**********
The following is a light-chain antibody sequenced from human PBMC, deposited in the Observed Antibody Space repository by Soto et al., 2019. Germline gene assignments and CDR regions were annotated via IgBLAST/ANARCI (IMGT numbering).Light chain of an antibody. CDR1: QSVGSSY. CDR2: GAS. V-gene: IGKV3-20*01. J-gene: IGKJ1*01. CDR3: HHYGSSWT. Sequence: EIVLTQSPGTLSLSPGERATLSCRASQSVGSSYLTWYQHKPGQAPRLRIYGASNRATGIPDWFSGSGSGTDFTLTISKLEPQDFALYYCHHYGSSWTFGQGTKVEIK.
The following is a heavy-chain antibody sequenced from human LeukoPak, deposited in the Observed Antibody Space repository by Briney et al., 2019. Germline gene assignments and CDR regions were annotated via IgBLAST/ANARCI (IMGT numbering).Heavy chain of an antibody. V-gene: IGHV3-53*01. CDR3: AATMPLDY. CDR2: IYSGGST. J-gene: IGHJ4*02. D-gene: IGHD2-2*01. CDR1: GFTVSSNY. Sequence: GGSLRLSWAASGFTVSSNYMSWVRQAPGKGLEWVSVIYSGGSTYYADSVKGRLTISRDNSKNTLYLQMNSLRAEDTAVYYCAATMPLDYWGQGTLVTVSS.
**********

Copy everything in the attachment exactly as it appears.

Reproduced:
The following is a light-chain antibody sequenced from human PBMC, deposited in the Observed Antibody Space repository by Soto et al., 2019. Germline gene assignments and CDR regions were annotated via IgBLAST/ANARCI (IMGT numbering).Light chain of an antibody. CDR1: QSVGSSY. CDR2: GAS. V-gene: IGKV3-20*01. J-gene: IGKJ1*01. CDR3: HHYGSSWT. Sequence: EIVLTQSPGTLSLSPGERATLSCRASQSVGSSYLTWYQHKPGQAPRLRIYGASNRATGIPDWFSGSGSGTDFTLTISKLEPQDFALYYCHHYGSSWTFGQGTKVEIK.
The following is a heavy-chain antibody sequenced from human LeukoPak, deposited in the Observed Antibody Space repository by Briney et al., 2019. Germline gene assignments and CDR regions were annotated via IgBLAST/ANARCI (IMGT numbering).Heavy chain of an antibody. V-gene: IGHV3-53*01. CDR3: AATMPLDY. CDR2: IYSGGST. J-gene: IGHJ4*02. D-gene: IGHD2-2*01. CDR1: GFTVSSNY. Sequence: GGSLRLSWAASGFTVSSNYMSWVRQAPGKGLEWVSVIYSGGSTYYADSVKGRLTISRDNSKNTLYLQMNSLRAEDTAVYYCAATMPLDYWGQGTLVTVSS.